It got pretty hot by the time we reached the top, and I wasn’t feeling too well. “Crack”, the fall line trail that we descended first, is a steep, rocky and sometimes loose affair. One of its challenges is that there’s no warm-up to get accustomed to that type of riding—it just starts at 100% and keeps on going. Those things combined to keep me pretty conservative the first half of the way, which isn’t how this kind of ride should go. I think the next time I go, I’ll plan to stop and session some of the features on Crack and get some extra practice in on this terrain.

Below Crack is Boy Scout, which has a lot of built-up jumps. I don’t really jump much, and although some of our crew have been practicing, a lot of the stuff on Boy Scout is still beyond their skill set. We did play around on the jumps for quite some time, and some local kids were there showing us fogeys how to do it.

The bottom of Boy Scout is a lot of fun. There are some steep drops, railing berms and some g-outs and jumps that are within our skills, and just a ripping good time. Unfortunately, the altitude gained at the start passes by all too quickly on the way down, and I think a lot of the group felt like it wasn’t a lot of return for the effort put it, especially on such a hot day. It was still fun, and I really think sessioning it would be fun.

Here is a link to the pictures, and here is a link to the GPS details.

Circumnavigating the World on a Bike

Man, I rode 75 miles the other day and it felt like I rode a long way. This guy is circumnavigating the globe in about 150 days, which is downright incredible. Taking geotagged pics along the way hits a geek trifecta for me of bikes, photography and GPS. Very cool!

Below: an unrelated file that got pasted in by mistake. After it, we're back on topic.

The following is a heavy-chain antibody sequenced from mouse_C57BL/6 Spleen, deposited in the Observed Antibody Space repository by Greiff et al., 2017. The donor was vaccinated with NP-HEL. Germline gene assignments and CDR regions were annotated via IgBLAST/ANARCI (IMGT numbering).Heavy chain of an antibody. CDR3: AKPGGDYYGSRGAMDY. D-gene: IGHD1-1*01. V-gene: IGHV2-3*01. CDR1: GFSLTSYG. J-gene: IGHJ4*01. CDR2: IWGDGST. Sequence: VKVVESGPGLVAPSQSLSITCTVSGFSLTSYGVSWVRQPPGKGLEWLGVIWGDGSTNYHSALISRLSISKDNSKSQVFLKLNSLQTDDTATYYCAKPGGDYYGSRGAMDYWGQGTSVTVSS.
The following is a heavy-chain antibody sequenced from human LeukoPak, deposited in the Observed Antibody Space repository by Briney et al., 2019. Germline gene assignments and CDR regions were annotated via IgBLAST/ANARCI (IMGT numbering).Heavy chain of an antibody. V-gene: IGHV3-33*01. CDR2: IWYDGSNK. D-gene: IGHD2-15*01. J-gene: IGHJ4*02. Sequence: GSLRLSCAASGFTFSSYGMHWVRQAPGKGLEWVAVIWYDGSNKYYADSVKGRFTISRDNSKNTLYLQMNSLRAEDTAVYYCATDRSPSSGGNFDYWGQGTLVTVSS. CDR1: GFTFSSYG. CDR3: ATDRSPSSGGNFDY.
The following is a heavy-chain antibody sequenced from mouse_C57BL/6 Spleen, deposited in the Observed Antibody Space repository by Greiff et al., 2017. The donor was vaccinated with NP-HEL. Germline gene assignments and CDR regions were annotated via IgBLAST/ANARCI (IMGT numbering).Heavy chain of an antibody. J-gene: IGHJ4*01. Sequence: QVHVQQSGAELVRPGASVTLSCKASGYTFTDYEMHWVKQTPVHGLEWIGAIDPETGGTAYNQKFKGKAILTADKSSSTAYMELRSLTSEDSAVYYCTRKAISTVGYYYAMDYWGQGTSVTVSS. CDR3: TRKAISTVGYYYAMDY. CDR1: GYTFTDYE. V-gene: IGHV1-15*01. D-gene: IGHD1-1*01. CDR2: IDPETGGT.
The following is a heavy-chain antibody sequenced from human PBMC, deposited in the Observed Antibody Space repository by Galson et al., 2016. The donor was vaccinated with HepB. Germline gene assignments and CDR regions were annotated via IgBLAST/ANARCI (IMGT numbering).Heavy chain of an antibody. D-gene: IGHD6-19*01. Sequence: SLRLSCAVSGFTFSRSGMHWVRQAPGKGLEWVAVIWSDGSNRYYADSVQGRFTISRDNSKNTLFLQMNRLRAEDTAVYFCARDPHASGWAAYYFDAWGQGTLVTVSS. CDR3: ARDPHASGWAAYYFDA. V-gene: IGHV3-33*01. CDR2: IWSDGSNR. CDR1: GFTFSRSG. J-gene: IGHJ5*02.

Are bath-time photos child pornography?

This story, taken at face value, is abominable. I can’t believe that there are too many families who don’t have pictures of their children without clothes on. I certainly have some of Ainsley. In fact, I have one, that I would normally share (but won’t in a post about how someone else got reamed so badly for similar photos) of her taking a bath in her rubber ducky bathtub. It’s adorable and I’m sure it will be a great photo for family memories down the line.

I think it’s amazing that so many people could be involved in a prosecution of something so instinctively normal to parents. Perhaps that means that there was more to this specific case, but it’s still off-putting to me.

Ainsley

It’s been a long time since I’ve uploaded any pics. I’ve got a bunch more to process too.

Credit Line Helmet Cam Action

Brian shot some video with my helmet cam while up in BC this summer. Here’s one of Credit Line:

Check out his YouTube channel for more.

Panasonic GF-1 with Leica M mount lens

Lovely!

Some Dollhouse Tidbits

I was really surprised to hear that Dollhouse was renewed for a second season. I thought the first had some promise, but didn’t quite get there. And there’s certainly plenty of precedent for Fox killing off sci-fi shows that were better.

But they did renew it, and some of the stuff getting out there sounds pretty good to me. I hope they can pull it together for a great season two.

Snow Leopard Tip: Reveal Hidden Files in Dialog Boxes

In the standard open and save dialog boxes in Snow Leopard, press Command-Shift-. to reveal hidden files.

(via Finer Things in Mac)

I Don’t Care About MMS

It seems like everyone has harped on Apple about the lack of MMS support in the iPhone since its inception. Now that the iPhone can do it, everyone’s bitching about AT&T holding it up.

My $0.02: I absolutely could not care less about MMS. If AT&T is spending any resource on this at all that could instead be used instead to give better basic phone coverage (let alone 3G coverage), I’d be pissed to hear it. I just don’t want anyone’s pictures directed at my phone that badly. Got a good pic? Great. Email it to me or put it on Flickr or something.

Registered for RubyConf

I missed the original registration window by a few minutes, but I just got registered for RubyConf after being on the wait list. It’s nice to have it close to home (it’s in San Francisco), instead of having to fly somewhere. I’m looking forward to it—RubyConf is one of the more interesting conferences I’ve attended.

No Shoes In The House

I recognize that I’m a guest, invited to your house, and that there’s a responsibility incumbent upon me to respect the rules of your home. Therefore, when you ask me to remove my shoes at your front door, I’ll do it and not complain. This post is my passive-aggressive way of telling you, since you apparently care enough about my opinions to be reading my blog, that I think that it’s rude to essentially suggest that your floors are more important than the comfort of your guests.